The Scottish Government is keen to support more people to invest in vehicles not powered by polluting fossil fuels, and more than 600 public charge points have now been installed across the country.
There are also a range of financial incentives to encourage motorists to switch to an electric car. The Energy Saving Trust offers interest-free loans of up to £50,000 to buy a hybrid or electric vehicle under a new fund, while those who do take the plunge can take advantage of full grant funding via the ChargePlace Scotland programme for an electric car charge point to be installed in their home.
But although sales are up, the number of electric vehicles on the road north of the border remains comparatively low.
“In the past year we have seen a 70 per cent rise in sales of electric and plug-in hybrid vehicles, which is in line with the motoring industry,” said Scott Willis, sales director at Arnold Clark Group, the country’s largest car sales firm.
“Although this accounts for only one per cent of overall motoring sales, we do expect this to rise exponentially.”
Glasgow City Council, Scotland’s largest local authority, has installed 64 electric vehicle charging points across the city. This figure will rise to 78 by the end of the year.
A spokeswoman said they were a combination of rapid and fast chargers and the council also had plans to install further charging points in 2016.
The sites are a mixture of on-road, in council owned multi-storey car parks and at sporting venues such as the Emirates Arena in the east end.
Drivers can charge their electric vehicle free of charge in the city.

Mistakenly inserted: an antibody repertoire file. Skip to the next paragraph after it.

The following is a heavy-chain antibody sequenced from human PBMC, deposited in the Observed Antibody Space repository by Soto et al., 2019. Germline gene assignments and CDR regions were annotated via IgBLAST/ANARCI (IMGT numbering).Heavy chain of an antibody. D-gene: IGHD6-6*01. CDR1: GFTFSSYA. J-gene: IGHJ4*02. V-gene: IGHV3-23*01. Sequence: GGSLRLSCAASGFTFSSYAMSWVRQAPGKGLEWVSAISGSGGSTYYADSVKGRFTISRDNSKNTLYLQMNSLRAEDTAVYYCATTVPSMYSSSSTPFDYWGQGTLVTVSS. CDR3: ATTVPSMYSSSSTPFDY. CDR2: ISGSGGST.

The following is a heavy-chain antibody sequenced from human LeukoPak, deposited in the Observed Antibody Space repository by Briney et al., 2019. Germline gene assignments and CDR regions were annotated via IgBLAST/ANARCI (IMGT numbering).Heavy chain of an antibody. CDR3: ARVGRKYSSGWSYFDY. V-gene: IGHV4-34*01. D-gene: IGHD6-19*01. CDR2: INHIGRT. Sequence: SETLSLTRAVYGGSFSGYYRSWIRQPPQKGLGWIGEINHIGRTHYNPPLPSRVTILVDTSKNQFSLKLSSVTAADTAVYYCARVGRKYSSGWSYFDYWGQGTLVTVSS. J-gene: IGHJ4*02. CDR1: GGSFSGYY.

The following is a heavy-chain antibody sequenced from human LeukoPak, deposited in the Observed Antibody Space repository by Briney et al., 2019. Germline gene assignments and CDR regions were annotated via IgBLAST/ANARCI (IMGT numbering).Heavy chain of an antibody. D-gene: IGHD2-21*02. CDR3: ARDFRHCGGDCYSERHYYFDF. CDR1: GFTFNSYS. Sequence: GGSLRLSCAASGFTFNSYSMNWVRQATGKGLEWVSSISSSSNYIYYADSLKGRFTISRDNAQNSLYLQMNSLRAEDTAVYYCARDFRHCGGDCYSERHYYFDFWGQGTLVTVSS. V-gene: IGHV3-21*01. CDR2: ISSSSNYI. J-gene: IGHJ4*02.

The scale of the task in convincing motorists that electric cars are as reliable as traditional petrol-powered vehicles was further revealed in February when the RAC Foundation reported that almost half of the charge points in Scotland were unused during one month in 2014.
There was a wide variation across Scotland, with all Edinburgh, Falkirk and Stirling chargers used but none of East Dunbartonshire - where the council had yet to connect its chargers to the mains.
The number of charge points has since increased.
Professor Stephen Glaister, director of the RAC Foundation, said: “The encouraging news is that electric car sales in the UK are at last showing signs of improvement, but we still have a charging network in Scotland that is running below capacity.
“Part of the reason for installing public charge points is to help drivers overcome their fear of range anxiety, but this does not come cheap.
“This data also suggests a good proportion of charge points are located on private premises including council sites. This is encouraging as it was always envisaged that fleet operators would lead the way in the electric revolution.”
The Nissan Leaf, which is sold for around £21,500, is currently the UK’s most popular electric vehicle, with almost 6,000 cars registered by the third quarter of 2014.